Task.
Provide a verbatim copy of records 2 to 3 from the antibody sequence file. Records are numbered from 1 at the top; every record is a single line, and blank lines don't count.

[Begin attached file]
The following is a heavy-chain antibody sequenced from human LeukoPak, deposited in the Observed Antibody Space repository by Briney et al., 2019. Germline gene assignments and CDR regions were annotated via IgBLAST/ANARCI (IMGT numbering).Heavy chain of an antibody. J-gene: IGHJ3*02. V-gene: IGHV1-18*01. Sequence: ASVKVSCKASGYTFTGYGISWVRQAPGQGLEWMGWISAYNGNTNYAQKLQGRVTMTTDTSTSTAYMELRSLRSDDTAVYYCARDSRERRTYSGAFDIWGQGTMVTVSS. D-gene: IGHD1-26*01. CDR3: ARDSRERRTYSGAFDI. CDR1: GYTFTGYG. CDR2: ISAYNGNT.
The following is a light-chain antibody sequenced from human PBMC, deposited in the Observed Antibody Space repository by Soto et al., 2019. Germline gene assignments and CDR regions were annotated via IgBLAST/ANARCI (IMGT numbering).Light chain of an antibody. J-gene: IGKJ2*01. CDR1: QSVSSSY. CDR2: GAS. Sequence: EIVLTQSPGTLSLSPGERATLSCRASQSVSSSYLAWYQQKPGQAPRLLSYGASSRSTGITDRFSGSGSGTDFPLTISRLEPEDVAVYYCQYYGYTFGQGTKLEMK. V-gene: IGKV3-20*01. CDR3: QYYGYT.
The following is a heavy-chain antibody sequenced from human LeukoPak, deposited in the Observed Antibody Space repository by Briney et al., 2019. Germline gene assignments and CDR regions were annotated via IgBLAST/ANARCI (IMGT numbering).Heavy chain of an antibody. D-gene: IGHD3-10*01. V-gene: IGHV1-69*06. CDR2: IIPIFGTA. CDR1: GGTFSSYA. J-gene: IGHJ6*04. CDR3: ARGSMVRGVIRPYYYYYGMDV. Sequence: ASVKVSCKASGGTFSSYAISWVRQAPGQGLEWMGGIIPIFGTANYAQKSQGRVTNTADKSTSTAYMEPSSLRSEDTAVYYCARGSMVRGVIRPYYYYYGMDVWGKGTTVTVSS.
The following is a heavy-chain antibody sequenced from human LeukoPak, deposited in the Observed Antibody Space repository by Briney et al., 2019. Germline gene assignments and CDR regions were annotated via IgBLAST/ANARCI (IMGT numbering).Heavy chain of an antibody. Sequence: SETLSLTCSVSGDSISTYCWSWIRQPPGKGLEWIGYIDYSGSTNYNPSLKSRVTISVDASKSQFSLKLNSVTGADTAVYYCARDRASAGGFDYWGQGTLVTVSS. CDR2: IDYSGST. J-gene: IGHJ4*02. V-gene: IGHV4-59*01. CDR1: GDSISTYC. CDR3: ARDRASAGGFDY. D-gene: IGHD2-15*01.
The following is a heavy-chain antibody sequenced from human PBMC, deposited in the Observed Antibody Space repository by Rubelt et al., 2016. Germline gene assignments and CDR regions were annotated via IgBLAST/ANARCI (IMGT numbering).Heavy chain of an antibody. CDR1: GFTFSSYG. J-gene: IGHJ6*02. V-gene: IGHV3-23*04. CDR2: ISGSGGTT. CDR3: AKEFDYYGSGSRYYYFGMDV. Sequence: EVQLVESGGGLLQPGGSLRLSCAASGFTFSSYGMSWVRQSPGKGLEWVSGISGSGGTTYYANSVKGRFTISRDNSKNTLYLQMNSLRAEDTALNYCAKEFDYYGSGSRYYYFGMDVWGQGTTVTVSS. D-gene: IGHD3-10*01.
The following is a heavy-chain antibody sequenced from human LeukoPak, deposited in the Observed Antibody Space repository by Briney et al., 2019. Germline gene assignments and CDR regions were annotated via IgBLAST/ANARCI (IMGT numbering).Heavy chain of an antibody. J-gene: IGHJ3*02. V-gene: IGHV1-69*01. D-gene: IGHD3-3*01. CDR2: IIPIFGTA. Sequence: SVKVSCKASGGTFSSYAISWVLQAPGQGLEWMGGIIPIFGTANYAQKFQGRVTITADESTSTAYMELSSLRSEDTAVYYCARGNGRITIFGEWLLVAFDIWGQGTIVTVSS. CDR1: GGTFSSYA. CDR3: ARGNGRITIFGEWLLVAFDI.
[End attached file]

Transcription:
The following is a light-chain antibody sequenced from human PBMC, deposited in the Observed Antibody Space repository by Soto et al., 2019. Germline gene assignments and CDR regions were annotated via IgBLAST/ANARCI (IMGT numbering).Light chain of an antibody. J-gene: IGKJ2*01. CDR1: QSVSSSY. CDR2: GAS. Sequence: EIVLTQSPGTLSLSPGERATLSCRASQSVSSSYLAWYQQKPGQAPRLLSYGASSRSTGITDRFSGSGSGTDFPLTISRLEPEDVAVYYCQYYGYTFGQGTKLEMK. V-gene: IGKV3-20*01. CDR3: QYYGYT.
The following is a heavy-chain antibody sequenced from human LeukoPak, deposited in the Observed Antibody Space repository by Briney et al., 2019. Germline gene assignments and CDR regions were annotated via IgBLAST/ANARCI (IMGT numbering).Heavy chain of an antibody. D-gene: IGHD3-10*01. V-gene: IGHV1-69*06. CDR2: IIPIFGTA. CDR1: GGTFSSYA. J-gene: IGHJ6*04. CDR3: ARGSMVRGVIRPYYYYYGMDV. Sequence: ASVKVSCKASGGTFSSYAISWVRQAPGQGLEWMGGIIPIFGTANYAQKSQGRVTNTADKSTSTAYMEPSSLRSEDTAVYYCARGSMVRGVIRPYYYYYGMDVWGKGTTVTVSS.